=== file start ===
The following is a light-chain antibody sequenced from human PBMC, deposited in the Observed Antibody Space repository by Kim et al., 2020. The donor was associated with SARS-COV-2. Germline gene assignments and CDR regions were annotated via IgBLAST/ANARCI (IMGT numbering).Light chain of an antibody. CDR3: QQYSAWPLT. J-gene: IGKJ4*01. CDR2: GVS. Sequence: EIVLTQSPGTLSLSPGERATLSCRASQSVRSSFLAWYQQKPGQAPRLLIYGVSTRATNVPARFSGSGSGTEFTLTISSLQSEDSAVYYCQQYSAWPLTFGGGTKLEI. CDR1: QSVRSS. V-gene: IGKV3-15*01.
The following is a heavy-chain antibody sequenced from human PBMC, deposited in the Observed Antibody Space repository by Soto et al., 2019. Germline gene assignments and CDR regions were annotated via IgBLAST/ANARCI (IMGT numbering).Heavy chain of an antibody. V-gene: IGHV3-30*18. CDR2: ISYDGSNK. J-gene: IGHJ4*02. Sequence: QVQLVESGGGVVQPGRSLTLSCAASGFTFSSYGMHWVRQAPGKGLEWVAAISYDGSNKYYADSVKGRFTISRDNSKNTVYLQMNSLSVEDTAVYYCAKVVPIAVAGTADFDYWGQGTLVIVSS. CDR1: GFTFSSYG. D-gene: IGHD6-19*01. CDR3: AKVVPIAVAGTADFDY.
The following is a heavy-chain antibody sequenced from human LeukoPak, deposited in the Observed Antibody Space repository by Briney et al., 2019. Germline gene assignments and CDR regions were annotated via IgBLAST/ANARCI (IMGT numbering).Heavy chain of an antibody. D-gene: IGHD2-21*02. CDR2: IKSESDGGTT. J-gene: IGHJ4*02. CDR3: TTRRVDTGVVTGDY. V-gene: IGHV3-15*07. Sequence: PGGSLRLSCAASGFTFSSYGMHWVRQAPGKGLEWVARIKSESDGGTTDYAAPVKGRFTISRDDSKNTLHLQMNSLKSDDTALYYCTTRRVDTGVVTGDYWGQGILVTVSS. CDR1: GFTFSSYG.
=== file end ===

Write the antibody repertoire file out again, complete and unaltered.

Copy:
The following is a light-chain antibody sequenced from human PBMC, deposited in the Observed Antibody Space repository by Kim et al., 2020. The donor was associated with SARS-COV-2. Germline gene assignments and CDR regions were annotated via IgBLAST/ANARCI (IMGT numbering).Light chain of an antibody. CDR3: QQYSAWPLT. J-gene: IGKJ4*01. CDR2: GVS. Sequence: EIVLTQSPGTLSLSPGERATLSCRASQSVRSSFLAWYQQKPGQAPRLLIYGVSTRATNVPARFSGSGSGTEFTLTISSLQSEDSAVYYCQQYSAWPLTFGGGTKLEI. CDR1: QSVRSS. V-gene: IGKV3-15*01.
The following is a heavy-chain antibody sequenced from human PBMC, deposited in the Observed Antibody Space repository by Soto et al., 2019. Germline gene assignments and CDR regions were annotated via IgBLAST/ANARCI (IMGT numbering).Heavy chain of an antibody. V-gene: IGHV3-30*18. CDR2: ISYDGSNK. J-gene: IGHJ4*02. Sequence: QVQLVESGGGVVQPGRSLTLSCAASGFTFSSYGMHWVRQAPGKGLEWVAAISYDGSNKYYADSVKGRFTISRDNSKNTVYLQMNSLSVEDTAVYYCAKVVPIAVAGTADFDYWGQGTLVIVSS. CDR1: GFTFSSYG. D-gene: IGHD6-19*01. CDR3: AKVVPIAVAGTADFDY.
The following is a heavy-chain antibody sequenced from human LeukoPak, deposited in the Observed Antibody Space repository by Briney et al., 2019. Germline gene assignments and CDR regions were annotated via IgBLAST/ANARCI (IMGT numbering).Heavy chain of an antibody. D-gene: IGHD2-21*02. CDR2: IKSESDGGTT. J-gene: IGHJ4*02. CDR3: TTRRVDTGVVTGDY. V-gene: IGHV3-15*07. Sequence: PGGSLRLSCAASGFTFSSYGMHWVRQAPGKGLEWVARIKSESDGGTTDYAAPVKGRFTISRDDSKNTLHLQMNSLKSDDTALYYCTTRRVDTGVVTGDYWGQGILVTVSS. CDR1: GFTFSSYG.